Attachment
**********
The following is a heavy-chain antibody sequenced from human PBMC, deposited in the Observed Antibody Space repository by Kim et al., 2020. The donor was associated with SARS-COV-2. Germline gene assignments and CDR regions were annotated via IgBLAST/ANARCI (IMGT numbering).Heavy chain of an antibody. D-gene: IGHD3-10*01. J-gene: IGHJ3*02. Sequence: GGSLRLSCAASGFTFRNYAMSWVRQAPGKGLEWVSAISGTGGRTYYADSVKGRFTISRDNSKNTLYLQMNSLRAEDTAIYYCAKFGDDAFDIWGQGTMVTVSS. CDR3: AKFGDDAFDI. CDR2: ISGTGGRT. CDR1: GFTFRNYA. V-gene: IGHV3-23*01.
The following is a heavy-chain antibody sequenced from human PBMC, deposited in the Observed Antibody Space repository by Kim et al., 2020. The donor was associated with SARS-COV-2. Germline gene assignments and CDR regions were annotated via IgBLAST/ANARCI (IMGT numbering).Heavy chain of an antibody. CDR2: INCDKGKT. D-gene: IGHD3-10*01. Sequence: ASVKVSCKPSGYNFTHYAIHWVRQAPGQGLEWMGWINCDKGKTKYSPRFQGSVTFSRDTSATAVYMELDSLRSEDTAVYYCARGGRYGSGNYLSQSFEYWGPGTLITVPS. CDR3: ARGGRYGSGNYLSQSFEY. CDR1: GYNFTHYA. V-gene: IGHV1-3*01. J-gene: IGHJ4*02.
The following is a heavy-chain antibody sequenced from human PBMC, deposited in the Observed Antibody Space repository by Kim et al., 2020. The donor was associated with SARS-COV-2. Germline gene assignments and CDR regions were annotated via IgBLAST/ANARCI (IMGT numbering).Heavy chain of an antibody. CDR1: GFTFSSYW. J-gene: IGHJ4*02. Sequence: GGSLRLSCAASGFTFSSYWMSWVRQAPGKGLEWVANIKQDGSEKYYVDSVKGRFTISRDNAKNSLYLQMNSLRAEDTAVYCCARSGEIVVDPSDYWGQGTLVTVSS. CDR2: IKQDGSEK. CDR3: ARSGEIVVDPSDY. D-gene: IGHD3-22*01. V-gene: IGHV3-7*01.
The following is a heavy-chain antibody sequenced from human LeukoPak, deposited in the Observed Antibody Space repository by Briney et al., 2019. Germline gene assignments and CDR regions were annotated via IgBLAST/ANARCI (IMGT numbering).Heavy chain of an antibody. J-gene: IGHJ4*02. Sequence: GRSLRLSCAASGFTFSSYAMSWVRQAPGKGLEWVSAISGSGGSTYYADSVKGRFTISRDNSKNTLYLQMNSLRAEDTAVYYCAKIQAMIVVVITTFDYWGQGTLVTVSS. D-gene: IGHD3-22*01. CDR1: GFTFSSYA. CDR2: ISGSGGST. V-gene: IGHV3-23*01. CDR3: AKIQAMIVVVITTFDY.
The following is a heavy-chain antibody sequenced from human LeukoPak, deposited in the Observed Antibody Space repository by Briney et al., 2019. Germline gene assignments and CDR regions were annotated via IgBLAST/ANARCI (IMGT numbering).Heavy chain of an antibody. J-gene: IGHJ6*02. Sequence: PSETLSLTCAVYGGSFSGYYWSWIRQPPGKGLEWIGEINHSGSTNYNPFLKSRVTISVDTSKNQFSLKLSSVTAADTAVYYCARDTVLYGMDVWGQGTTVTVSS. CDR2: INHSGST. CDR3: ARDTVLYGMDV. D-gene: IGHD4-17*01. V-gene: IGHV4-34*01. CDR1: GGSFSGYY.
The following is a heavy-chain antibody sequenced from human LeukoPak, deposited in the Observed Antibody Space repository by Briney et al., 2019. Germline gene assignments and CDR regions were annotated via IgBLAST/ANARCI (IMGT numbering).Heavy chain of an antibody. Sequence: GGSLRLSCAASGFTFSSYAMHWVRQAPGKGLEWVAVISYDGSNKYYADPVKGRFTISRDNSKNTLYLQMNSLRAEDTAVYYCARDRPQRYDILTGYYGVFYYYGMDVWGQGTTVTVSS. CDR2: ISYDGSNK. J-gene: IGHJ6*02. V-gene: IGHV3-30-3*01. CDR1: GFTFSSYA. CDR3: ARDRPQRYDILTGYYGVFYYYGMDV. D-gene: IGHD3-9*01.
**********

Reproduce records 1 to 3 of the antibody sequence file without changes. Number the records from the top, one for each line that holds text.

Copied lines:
The following is a heavy-chain antibody sequenced from human PBMC, deposited in the Observed Antibody Space repository by Kim et al., 2020. The donor was associated with SARS-COV-2. Germline gene assignments and CDR regions were annotated via IgBLAST/ANARCI (IMGT numbering).Heavy chain of an antibody. D-gene: IGHD3-10*01. J-gene: IGHJ3*02. Sequence: GGSLRLSCAASGFTFRNYAMSWVRQAPGKGLEWVSAISGTGGRTYYADSVKGRFTISRDNSKNTLYLQMNSLRAEDTAIYYCAKFGDDAFDIWGQGTMVTVSS. CDR3: AKFGDDAFDI. CDR2: ISGTGGRT. CDR1: GFTFRNYA. V-gene: IGHV3-23*01.
The following is a heavy-chain antibody sequenced from human PBMC, deposited in the Observed Antibody Space repository by Kim et al., 2020. The donor was associated with SARS-COV-2. Germline gene assignments and CDR regions were annotated via IgBLAST/ANARCI (IMGT numbering).Heavy chain of an antibody. CDR2: INCDKGKT. D-gene: IGHD3-10*01. Sequence: ASVKVSCKPSGYNFTHYAIHWVRQAPGQGLEWMGWINCDKGKTKYSPRFQGSVTFSRDTSATAVYMELDSLRSEDTAVYYCARGGRYGSGNYLSQSFEYWGPGTLITVPS. CDR3: ARGGRYGSGNYLSQSFEY. CDR1: GYNFTHYA. V-gene: IGHV1-3*01. J-gene: IGHJ4*02.
The following is a heavy-chain antibody sequenced from human PBMC, deposited in the Observed Antibody Space repository by Kim et al., 2020. The donor was associated with SARS-COV-2. Germline gene assignments and CDR regions were annotated via IgBLAST/ANARCI (IMGT numbering).Heavy chain of an antibody. CDR1: GFTFSSYW. J-gene: IGHJ4*02. Sequence: GGSLRLSCAASGFTFSSYWMSWVRQAPGKGLEWVANIKQDGSEKYYVDSVKGRFTISRDNAKNSLYLQMNSLRAEDTAVYCCARSGEIVVDPSDYWGQGTLVTVSS. CDR2: IKQDGSEK. CDR3: ARSGEIVVDPSDY. D-gene: IGHD3-22*01. V-gene: IGHV3-7*01.